Best senile warts (Seborrheic Keratosis) treatment on the face
Best Senile warts (Seborrheic Keratosis) Treatment
Senile warts also known for their latin as Seborrheic Keratosis, are raised skin changes. Is a non-cancerous (benign) skin tumor that originates from cells in the outer layer of the skin. They are most common on the face, chest and on the back. Senile warts can come early in their twenties something and they become more common with age. They are not infectious and are completely harmless.
They are called senile warts, because they can resemble common warts. They are benign skin changes that do not turn into cancer.
Senile warts often come quickly. The color can be anything from white to brown-black, but they are usually light brown, brown or blackish. The Surface can be greasy or dry and scaly.
You do not usually feel that you have them, but they can be quite large and visible. They can be in easy to reach places and can get stuck in garments or rub with clothes. Sometimes, but it is unusual, the warts can become inflamed and a little sore. They can also start to bleed. It is common that they can fall off.
A doctor can easily diagnose them, by just taking a look on the lesion, but in some case might require a dermatoscope or biopsy.
It is not possible to prevent senile warts. If you have concerns, for example if you think they are bothersome, a doctor or nurse can easily remove them by scraping or freezing. Freezing is called Cryosurgery and uses liquid nitrogen to freeze the tissues at the cellular level. The procedure is used often as it is relatively easy and quick, can be done in the doctors surgery, and is deemed quite low risk. This treatment is usually considered cosmetic and in many cases it is paid out of pocket by the patient. It is common that senile warts come back after they have been removed.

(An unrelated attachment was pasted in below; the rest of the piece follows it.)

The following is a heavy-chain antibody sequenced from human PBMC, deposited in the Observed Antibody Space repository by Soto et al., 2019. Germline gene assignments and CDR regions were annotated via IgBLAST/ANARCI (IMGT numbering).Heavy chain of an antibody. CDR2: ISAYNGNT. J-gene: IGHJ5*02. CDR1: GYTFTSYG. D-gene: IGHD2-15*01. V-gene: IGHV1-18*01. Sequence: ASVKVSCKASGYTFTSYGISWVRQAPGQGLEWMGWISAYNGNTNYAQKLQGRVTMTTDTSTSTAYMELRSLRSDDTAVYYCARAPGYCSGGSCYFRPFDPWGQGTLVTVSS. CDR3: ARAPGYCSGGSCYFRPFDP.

Patient question to the online dermatologist
I am a 73 year old woman. The images attached show a very slightly raised red brown bump that is been on my face for at least 2 years, sitting below my ear on the right side of my face. I believe it may have been preceded by an ingrown hair or a blemish, but now it remains as a small red bump that is painless but shows no signs of going away. It is painless and appears to be entirely superficial. I have been to the doctor, and they recommend that I remove it.
Online dermatologist answer
Thank you for sending your case. Based on the information and images of your face, this is possibly a SEBORRHOEIC KERATOSIS: Is a benign wart (not contagious) that is very common in adults. It is usually slightly raised and to have well-defined borders which is typical. Most seborrhoeic keratoses are brown or grey in color and have a wart-like or waxy surface. They can also have a more red appearance. If you notice any growth, ulcerations (sores) or changes in color or shape, I would however recommend a visit to a dermatologist for a closer look with a dermoscope (special magnifying glass) for a more accurate assessment. I hope this was to your help. Kind regards.
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